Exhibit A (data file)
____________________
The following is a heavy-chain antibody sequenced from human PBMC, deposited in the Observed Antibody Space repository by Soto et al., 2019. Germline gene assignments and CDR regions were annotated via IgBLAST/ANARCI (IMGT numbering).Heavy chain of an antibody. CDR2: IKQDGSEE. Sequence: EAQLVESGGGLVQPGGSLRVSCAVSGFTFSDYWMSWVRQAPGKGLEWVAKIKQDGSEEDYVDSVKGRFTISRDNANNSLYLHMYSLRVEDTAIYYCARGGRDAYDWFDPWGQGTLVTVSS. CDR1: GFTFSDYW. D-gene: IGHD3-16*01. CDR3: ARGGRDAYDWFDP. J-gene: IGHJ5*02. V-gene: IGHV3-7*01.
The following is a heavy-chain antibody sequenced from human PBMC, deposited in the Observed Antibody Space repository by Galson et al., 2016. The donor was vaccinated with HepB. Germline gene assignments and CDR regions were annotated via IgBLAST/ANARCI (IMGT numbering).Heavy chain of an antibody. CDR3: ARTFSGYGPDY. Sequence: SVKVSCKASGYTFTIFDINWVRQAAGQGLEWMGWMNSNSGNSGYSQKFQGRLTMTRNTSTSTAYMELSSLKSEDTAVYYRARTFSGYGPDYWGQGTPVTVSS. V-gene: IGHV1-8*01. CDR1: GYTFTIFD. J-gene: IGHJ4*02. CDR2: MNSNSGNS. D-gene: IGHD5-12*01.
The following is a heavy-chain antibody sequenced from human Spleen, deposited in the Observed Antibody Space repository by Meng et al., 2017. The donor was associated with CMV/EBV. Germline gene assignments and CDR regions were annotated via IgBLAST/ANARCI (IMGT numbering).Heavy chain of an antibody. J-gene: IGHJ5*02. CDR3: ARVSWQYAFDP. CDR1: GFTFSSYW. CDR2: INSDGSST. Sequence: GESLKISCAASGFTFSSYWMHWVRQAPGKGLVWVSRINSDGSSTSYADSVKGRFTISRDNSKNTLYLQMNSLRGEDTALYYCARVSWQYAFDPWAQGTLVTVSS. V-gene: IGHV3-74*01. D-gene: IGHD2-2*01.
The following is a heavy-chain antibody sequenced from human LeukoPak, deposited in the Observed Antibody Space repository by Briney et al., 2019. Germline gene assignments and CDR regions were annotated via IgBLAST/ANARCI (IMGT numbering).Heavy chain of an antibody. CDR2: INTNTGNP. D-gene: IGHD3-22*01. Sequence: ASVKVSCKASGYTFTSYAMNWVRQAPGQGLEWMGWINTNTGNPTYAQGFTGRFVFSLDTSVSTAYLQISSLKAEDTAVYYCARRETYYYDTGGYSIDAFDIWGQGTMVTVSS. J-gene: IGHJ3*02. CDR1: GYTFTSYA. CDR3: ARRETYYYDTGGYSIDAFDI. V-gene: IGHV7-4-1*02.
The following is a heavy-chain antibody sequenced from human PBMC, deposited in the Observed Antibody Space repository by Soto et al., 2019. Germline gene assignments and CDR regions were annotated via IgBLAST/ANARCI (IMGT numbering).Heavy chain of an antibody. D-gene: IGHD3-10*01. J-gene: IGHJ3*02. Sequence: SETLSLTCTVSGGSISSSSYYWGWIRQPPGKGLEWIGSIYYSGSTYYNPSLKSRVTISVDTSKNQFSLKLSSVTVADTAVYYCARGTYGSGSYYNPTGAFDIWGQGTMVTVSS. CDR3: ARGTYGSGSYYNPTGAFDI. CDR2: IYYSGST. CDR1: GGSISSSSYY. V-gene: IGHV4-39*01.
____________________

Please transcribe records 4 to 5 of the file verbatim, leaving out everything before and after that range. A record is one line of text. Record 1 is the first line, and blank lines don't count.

The following is a heavy-chain antibody sequenced from human LeukoPak, deposited in the Observed Antibody Space repository by Briney et al., 2019. Germline gene assignments and CDR regions were annotated via IgBLAST/ANARCI (IMGT numbering).Heavy chain of an antibody. CDR2: INTNTGNP. D-gene: IGHD3-22*01. Sequence: ASVKVSCKASGYTFTSYAMNWVRQAPGQGLEWMGWINTNTGNPTYAQGFTGRFVFSLDTSVSTAYLQISSLKAEDTAVYYCARRETYYYDTGGYSIDAFDIWGQGTMVTVSS. J-gene: IGHJ3*02. CDR1: GYTFTSYA. CDR3: ARRETYYYDTGGYSIDAFDI. V-gene: IGHV7-4-1*02.
The following is a heavy-chain antibody sequenced from human PBMC, deposited in the Observed Antibody Space repository by Soto et al., 2019. Germline gene assignments and CDR regions were annotated via IgBLAST/ANARCI (IMGT numbering).Heavy chain of an antibody. D-gene: IGHD3-10*01. J-gene: IGHJ3*02. Sequence: SETLSLTCTVSGGSISSSSYYWGWIRQPPGKGLEWIGSIYYSGSTYYNPSLKSRVTISVDTSKNQFSLKLSSVTVADTAVYYCARGTYGSGSYYNPTGAFDIWGQGTMVTVSS. CDR3: ARGTYGSGSYYNPTGAFDI. CDR2: IYYSGST. CDR1: GGSISSSSYY. V-gene: IGHV4-39*01.